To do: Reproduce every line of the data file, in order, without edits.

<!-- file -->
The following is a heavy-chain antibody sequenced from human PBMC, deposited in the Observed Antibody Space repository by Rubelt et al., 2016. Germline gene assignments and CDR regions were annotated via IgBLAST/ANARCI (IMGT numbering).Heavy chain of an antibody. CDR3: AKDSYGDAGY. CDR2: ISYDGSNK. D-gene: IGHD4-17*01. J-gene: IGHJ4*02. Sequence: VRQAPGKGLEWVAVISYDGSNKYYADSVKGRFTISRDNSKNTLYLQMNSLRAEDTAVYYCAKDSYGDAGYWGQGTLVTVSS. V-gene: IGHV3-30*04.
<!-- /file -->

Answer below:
The following is a heavy-chain antibody sequenced from human PBMC, deposited in the Observed Antibody Space repository by Rubelt et al., 2016. Germline gene assignments and CDR regions were annotated via IgBLAST/ANARCI (IMGT numbering).Heavy chain of an antibody. CDR3: AKDSYGDAGY. CDR2: ISYDGSNK. D-gene: IGHD4-17*01. J-gene: IGHJ4*02. Sequence: VRQAPGKGLEWVAVISYDGSNKYYADSVKGRFTISRDNSKNTLYLQMNSLRAEDTAVYYCAKDSYGDAGYWGQGTLVTVSS. V-gene: IGHV3-30*04.